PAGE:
WASHINGTON, D.C. – The U.S. Pentagon recently notified members of Congress that it intends to transfer six low-level detainees at Guantanamo Bay, Cuba, to Uruguay soon, including a Syrian man who is legally challenging the manner in which the military force-feeds some prisoners, U.S. officials said Wednesday.
The men – four Syrians, a Palestinian and a Tunisian – are among the more than 70 detainees who have long been cleared for release from the U.S. detention facility because they are not deemed an ongoing threat. The move would mark a significant step in the Obama administration’s long-stymied quest to shut down Guantanamo Bay, where 149 inmates remain.
A congressional aide who spoke on the condition of anonymity said key lawmakers were notified about the imminent transfer last Thursday. None has publicly criticized the proposal. By law, the Pentagon must notify members of Congress of its intention to release Guantanamo Bay inmates at least 30 days in advance.
The men’s move to Uruguay would be the first release from the prison since the Obama administration incensed lawmakers in May by freeing five Afghan detainees in exchange for Army Sgt. Bowe Bergdahl, who had been held by the Taliban for five years, without notifying them.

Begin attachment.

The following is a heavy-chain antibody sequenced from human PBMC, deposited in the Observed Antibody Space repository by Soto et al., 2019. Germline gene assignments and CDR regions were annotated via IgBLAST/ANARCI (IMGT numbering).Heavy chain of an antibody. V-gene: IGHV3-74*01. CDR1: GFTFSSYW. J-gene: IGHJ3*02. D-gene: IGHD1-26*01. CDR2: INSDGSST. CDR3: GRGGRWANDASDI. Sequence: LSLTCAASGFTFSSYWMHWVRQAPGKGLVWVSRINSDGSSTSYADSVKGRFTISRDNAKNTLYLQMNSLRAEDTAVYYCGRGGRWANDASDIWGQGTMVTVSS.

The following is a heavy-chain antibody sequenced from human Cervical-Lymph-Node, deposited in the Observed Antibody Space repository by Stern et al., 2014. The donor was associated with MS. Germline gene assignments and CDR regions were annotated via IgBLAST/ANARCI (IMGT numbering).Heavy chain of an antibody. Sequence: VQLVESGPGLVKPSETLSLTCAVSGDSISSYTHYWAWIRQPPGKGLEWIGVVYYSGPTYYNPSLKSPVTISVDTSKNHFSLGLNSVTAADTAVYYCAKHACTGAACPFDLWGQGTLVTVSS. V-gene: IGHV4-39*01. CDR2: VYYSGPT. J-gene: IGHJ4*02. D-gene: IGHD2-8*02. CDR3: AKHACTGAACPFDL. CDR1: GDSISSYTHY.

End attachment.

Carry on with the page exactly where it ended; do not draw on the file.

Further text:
The possible transfer has been under discussion for several months, but the congressional notification, which was first reported by The New York Times, suggests the deal has largely been sealed.
“The United States is grateful to our partner, Uruguay, for this significant humanitarian gesture, and appreciates the Uruguayan government’s generous assistance as the United States continues its efforts to close the detention facility at Guantanamo,” Ian Moss, a State Department spokesman, said in a statement.
If the men are transferred before the end of the summer, a lawsuit challenging the manner in which the U.S. military force-feeds detainees filed on behalf of one of the men, Jihad Ahmed Mujstafa Diyab, could be dismissed before a judge weighs in.
Diyab is among a number of detainees at Guantanamo Bay who have participated in hunger strikes to protest their incarceration. The Pentagon no longer releases the exact number of hunger strikers.
A Pentagon spokesman, Lt. Col. Jeffrey Pool, declined to comment on the congressional notification.
“We do not discuss the transfer of detainees from Guantanamo until the detainees have arrived at their final destination,” he said in an email.
The Uruguayan Embassy in Washington declined to comment on the timing of the release. Uruguayan President José “Pepe” Mujica told The Washington Post in an interview in May that his government had agreed to take in the detainees but was urging the Obama administration to move quickly.
“It can’t be too long,” he said. “I only have a few months of government left.”
Mujica, a former guerrilla leader, said he felt a measure of kinship with the inmates at Guantanamo Bay, having been locked up for 13 years during a period of military rule.
Washington Post researcher Julie Tate contributed to this report.
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